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What is SSIS? Step 1 of the Stairway to Integration Services Expand / Collapse
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Posted Monday, November 26, 2012 4:42 AM


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As a prod DBA I've been a bit snobby and dismissive of SSIS in the past (even preferring DTS!) but with some clients I've had no choice but to get right in there and debug failing SSIS packages, but I will conceed it's a good feeling when you get them working. Will be following this series closely, knowledge is power and all that.

qh


SQL 2K acts like a spoilt child - you need to coax it round with lollipops.
Post #1388528
Posted Friday, March 29, 2013 5:20 AM
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Hey Andy,
I'm just coming into the world of SSIS and I'm fighting my corporate DBA's about it.

Can you answer a fundamental question? And I know this probably isn't a good place for this, but...

If I install SSIS on a server that doesn't have SQL Server on it, just SSMS, do I need a full SQL license just to use SSIS to convert some DTS packages? They will eventually run on SQL2008, but we're waiting on the new servers at this point.

Based on lots of postings, I don't believe so. And Microsoft literature seems to be contradictory on the matter.

Thanks
Greg

Post #1436875
Posted Friday, March 29, 2013 5:21 AM
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Hey Andy,
I'm just coming into the world of SSIS and I'm fighting my corporate DBA's about it.

Can you answer a fundamental question? And I know this probably isn't a good place for this, but...

If I install SSIS on a server that doesn't have SQL Server on it, just SSMS, do I need a full SQL license just to use SSIS to convert some DTS packages? They will eventually run on SQL2008, but we're waiting on the new servers at this point.

Based on lots of postings, I don't believe so. And Microsoft literature seems to be contradictory on the matter.

Thanks
Greg

Post #1436876
Posted Saturday, March 30, 2013 7:36 PM


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Hi Greg,

You can develop SSIS using Business Intelligence Development Studio (for 2005, 2008, and 2008 R2) or SQL Server Development Tools (for 2012) on any server with the workstation tools installed. You cannot execute packages outside the development environment without a SQL Server relational engine license. For this reason, I refer to SSIS as "free" (in double-quotes).

Hope this helps,
Andy


Andy Leonard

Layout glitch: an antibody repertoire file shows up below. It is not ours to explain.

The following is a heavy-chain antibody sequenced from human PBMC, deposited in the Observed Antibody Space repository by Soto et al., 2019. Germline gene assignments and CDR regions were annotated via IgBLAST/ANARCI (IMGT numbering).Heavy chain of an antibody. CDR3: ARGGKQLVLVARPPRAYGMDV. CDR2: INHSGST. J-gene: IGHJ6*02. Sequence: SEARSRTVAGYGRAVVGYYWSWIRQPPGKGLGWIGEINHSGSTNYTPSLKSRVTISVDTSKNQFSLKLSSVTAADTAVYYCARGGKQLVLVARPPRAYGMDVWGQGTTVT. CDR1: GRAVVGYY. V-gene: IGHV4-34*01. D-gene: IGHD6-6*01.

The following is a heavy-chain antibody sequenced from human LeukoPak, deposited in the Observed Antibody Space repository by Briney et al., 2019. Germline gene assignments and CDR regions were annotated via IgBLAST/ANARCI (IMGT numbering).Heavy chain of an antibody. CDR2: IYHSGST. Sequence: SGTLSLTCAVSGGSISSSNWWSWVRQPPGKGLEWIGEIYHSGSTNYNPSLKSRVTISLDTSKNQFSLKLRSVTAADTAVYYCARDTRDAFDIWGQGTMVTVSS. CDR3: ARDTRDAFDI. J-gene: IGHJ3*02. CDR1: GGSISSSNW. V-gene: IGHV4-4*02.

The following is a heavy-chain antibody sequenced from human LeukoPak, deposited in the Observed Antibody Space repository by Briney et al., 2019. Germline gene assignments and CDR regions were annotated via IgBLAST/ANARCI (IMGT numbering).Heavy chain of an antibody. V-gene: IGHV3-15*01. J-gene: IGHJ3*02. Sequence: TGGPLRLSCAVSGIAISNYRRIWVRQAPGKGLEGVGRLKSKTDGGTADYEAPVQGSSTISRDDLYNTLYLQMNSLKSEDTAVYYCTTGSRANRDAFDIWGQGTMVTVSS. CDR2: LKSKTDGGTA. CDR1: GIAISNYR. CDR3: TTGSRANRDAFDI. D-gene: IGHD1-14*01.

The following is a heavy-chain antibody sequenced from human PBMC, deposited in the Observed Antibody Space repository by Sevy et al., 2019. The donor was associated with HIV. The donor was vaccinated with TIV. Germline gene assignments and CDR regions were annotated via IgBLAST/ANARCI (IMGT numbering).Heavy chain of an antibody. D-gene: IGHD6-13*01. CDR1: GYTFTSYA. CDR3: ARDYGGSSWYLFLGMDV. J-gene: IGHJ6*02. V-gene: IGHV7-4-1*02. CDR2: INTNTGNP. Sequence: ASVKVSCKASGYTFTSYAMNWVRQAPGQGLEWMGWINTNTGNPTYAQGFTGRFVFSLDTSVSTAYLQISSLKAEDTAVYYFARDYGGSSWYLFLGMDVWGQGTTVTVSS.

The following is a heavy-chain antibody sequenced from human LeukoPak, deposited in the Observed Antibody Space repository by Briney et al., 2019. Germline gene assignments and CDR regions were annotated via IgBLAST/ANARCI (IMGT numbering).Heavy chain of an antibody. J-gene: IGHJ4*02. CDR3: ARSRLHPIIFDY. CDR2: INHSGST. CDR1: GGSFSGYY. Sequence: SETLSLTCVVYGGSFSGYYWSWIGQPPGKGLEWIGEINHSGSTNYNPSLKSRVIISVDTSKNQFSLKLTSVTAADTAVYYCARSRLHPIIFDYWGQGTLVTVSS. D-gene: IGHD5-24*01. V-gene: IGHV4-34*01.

CSO, Linchpin People
Follow me on Twitter: @AndyLeonard
Post #1437263
Posted Monday, April 01, 2013 5:14 AM
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Hey Andy,
Thanks for the reply. That was how I read all of the Microsoft doc, but our "software police" seem to insist that a SQL license/install accompany BIDS or SSIS on any machine, which makes no sense to me.

I can attach to whatever servers I need to, develop the packages on SSMS on my workstation, and then install/store them on the actual server where they need to live, as I see it. And it sounds like that's what you're saying too.

OK, many thanks. This is all pretty new to me, compared to stored procedures. Just haven't had the need to get too heavily into it before.

Thanks again.
Greg
Post #1437398
Posted Monday, April 01, 2013 6:14 AM


Old Hand

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Hi Greg,

That is what I am saying, yes. You can develop SSIS packages on any machine just by installing the Microsoft Business Intelligence components. As far as I know, the same licensing applies to SSMS.

Hope this helps,
Andy


Andy Leonard
CSO, Linchpin People
Follow me on Twitter: @AndyLeonard
Post #1437411
Posted Monday, May 27, 2013 10:23 AM
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Very nice artifact, ooops, article!
Don't know if already mentioned, but due to considerations related to the space-time continuum, the former artist known as BIDS is now called Data Tools (under SQL Server 2012).

Cheers
Post #1457128
Posted Friday, November 01, 2013 1:04 AM
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Hi Andy,
Really very nice introduction to begin SSIS.

Thanks
Post #1510511
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